Villa Caribe is tucked perfectly into the edge of the peninsula. It can easily pass as an all-inclusive with its waterfront location, on-site restaurant, elevated suites for the best views and the golden ticket, a huge palm tree rimmed swimming pool.

Prices start at US$115per night based on double occupancy and includes 2 breakfasts and 2 dinners. villacaribe@villasdeguatemala.com +(502)2223-5005  ext.116

  • Backpacker Budget

Most backpackers head straight to Casa de la Iguana. Unfortunately it is not by the water so it can get scorching hot but they have a large range of options. Share a private room for 3 at 120Q, a dorm bed for 50Q or spend the night under the stars for 20Q They pride themselves on being a party hostel, in fact, some of the on duty staff were simply “too f*cked up to help”. Happy hour is 6-8pm… or all the time. +(502)7947-0976

  • My choice

Casa Rosada. Simple and rustic bungalows with a fan, mosquito nets and separate bathroom and shower areas. Clean and well maintained with an excellent little restaurant that serves 3 course meals and attracts guests from all over Livingston. Very quiet and relaxed. Selling point: long pier over the water complete with a rancho and hammocks to laze the day away.

160Q per bungalow (we paid 180Q for 3 of us to share) +(502)7947-0303 www.hotelcasarosada.com

Enjoying our stay at Casa Rosada. Bungalow, pier, rancho and hammocks delight. Casa Rosada. Livingston, Guatemala -- Karina Noriega

Enjoying our stay at Casa Rosada. Bungalow, pier, rancho and hammocks delight. Casa Rosada. Livingston, Guatemala — Karina Noriega

Travel Tip:

High Season in Livingston is June, July and August. Prepare for fully booked accommodations and rising prices.

We went in April and it was absolutely perfect. Hot sunny days with a cool ocean breeze, few tourists and NO mosquitos!

Personal Recommendations for Food

April and I made multiple visits to Vilma's empanada emporium :) Livingston, Guatemala -- Karina Noriega

April and I made multiple visits to Vilma’s empanada emporium 🙂 Livingston, Guatemala — Karina Noriega

– Across from Hotel Delfin, on calle (street) Marcos Sanchez Diaz is a little tienda (store) without a name. The matriarch of a friendly local family cooks up delicious and filling chicken or fish empanadas for just 2Q each (less than 25centUS). It can literally fill up two grown ups for less than $1.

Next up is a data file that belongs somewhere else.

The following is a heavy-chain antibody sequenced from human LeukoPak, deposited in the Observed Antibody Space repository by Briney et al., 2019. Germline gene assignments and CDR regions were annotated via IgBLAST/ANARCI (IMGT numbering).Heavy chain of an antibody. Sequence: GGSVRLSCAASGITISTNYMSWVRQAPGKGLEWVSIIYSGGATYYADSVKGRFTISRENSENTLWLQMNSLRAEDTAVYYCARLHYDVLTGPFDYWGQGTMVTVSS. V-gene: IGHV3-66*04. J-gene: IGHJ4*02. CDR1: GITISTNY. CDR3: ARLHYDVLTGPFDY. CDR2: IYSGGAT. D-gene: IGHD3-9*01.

Just ask for empanadas de Vilma and send our regards 🙂

Restaurante Margoth

The most authentic TAPADO in town as vouched for by locals. Tapado is a Garifuna dish made with coconut milk, plantain and includes fish, crab, shrimp, octopus and lobster; all still whole and in their shells/skins/tails 90Q One of the most delicious meals I’ve ever tried. Totally worth the splurge.

Tapado is the most authentic Garifuna dish and an important part of the culture. And it's absolutely delicious!! Livingston, Guatemala -- Karina Noriega

Tapado is the most authentic Garifuna dish and an important part of the culture. And it’s absolutely delicious!! Livingston, Guatemala — Karina Noriega

– Breakfast at Casa Rosada

30-35Q Pick from traditional eggs and beans or fresh fruit and big pancakes. Real coffee for 10Q (not the unfortunate instant crap they serve at most places throughout Guatemala).


Getting here:

There are only two options.

  1. Puerto Barrios

Whether you are coming from within Guatemala by road, or boating into the country from Honduras or Belize, all trails meet in Puerto Barrios. Head straight to the dock (where 12th street meets the water). Lanchas leave every half hour to an hour. 35Q for the 45 minute ride into Livingston. (Larger and much slower ferries also depart here twice a day).

2.   Rio Dulce

Entering the Rio Dulce jungle canyon. Rio Dulce, Guatemala

Entering the Rio Dulce jungle canyon. Rio Dulce, Guatemala

Lanchas from Rio Dulce leave twice daily, 9:30am and 2pm. 125Q one way for a 2 and half hour journey through the extraordinary jungle canyon (A lot more on this trip in Part II, coming next week.)

Travel Tip:

Take the morning boat. Waters get a lot choppier in the afternoon making the beautiful journey a little hard to enjoy.

From Guatemala City:

Litegua offers Central Americas most modern and efficient transit system. The buses are large, clean and safe. First class busses include free water, AC, and your own personal TV/gaming system. Fares range from 80-125Q depending on class and route to/from Guatemala City (6-7 hours)

The Puerto Barrios station is just a short walk/taxi ride from the dock.

www.litegua.com +(502)2326-9595


Our Trip

April and I invited April’s dad along on his very first backpacking trip!

We spent 4 days in Rio Dulce and Livingston plus another 4 exploring the ruins of Iximche and the colonial city of Antigua. Watch our adventure coming up on our next post.

Part II of the extraordinary guide to the Caribbean: Rio Dulce and Lago de Izabal

~ An Extraordinary Story by Karina Noriega ~

Check out the Cost Breakdown for Travel Through Guatemala

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A Child’s Perspective on Semana Santa: Collaborative Project in Antigua, Guatemala

Some of the kids were visibly nervous at the beginning. Antigua, Guatemala -- Karina Noriega
Karina, April and Alex document the childrens' stories during a collaborative project in Antigua, Guatemala. Photo by Kerstin Sabene